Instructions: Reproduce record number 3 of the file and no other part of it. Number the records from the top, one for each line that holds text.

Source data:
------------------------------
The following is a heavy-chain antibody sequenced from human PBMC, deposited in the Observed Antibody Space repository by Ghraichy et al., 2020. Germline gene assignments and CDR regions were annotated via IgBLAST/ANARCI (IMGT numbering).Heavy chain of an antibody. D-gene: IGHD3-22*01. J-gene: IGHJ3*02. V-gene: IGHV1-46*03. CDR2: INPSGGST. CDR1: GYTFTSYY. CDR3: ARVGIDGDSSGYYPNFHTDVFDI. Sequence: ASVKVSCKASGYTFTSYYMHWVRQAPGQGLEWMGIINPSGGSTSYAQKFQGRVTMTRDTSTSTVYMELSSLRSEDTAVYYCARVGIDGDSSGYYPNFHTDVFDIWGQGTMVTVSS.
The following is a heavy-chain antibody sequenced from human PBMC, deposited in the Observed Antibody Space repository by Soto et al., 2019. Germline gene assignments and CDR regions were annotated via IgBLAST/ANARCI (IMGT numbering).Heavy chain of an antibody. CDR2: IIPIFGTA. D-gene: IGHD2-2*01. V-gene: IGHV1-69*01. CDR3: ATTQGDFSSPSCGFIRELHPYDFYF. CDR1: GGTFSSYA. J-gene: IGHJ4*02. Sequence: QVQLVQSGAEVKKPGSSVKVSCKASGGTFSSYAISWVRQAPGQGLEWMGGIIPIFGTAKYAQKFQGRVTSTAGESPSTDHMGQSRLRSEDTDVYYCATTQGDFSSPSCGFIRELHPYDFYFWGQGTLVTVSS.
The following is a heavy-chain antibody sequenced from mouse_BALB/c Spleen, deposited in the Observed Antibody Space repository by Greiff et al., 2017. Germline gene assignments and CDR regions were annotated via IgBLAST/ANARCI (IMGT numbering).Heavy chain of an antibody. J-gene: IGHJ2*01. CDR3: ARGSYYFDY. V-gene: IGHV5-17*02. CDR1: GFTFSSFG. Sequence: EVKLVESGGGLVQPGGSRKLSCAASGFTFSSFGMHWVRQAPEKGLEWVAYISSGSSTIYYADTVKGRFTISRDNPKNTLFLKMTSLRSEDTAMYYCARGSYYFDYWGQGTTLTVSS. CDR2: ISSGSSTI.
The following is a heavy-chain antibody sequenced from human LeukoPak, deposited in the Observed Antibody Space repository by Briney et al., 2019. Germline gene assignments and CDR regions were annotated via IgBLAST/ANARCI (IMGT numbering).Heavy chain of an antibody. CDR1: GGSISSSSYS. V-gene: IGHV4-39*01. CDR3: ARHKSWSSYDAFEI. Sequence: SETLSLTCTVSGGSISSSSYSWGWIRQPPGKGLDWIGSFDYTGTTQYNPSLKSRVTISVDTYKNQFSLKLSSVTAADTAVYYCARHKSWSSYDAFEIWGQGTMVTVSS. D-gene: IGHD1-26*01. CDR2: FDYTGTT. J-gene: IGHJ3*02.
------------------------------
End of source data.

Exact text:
The following is a heavy-chain antibody sequenced from mouse_BALB/c Spleen, deposited in the Observed Antibody Space repository by Greiff et al., 2017. Germline gene assignments and CDR regions were annotated via IgBLAST/ANARCI (IMGT numbering).Heavy chain of an antibody. J-gene: IGHJ2*01. CDR3: ARGSYYFDY. V-gene: IGHV5-17*02. CDR1: GFTFSSFG. Sequence: EVKLVESGGGLVQPGGSRKLSCAASGFTFSSFGMHWVRQAPEKGLEWVAYISSGSSTIYYADTVKGRFTISRDNPKNTLFLKMTSLRSEDTAMYYCARGSYYFDYWGQGTTLTVSS. CDR2: ISSGSSTI.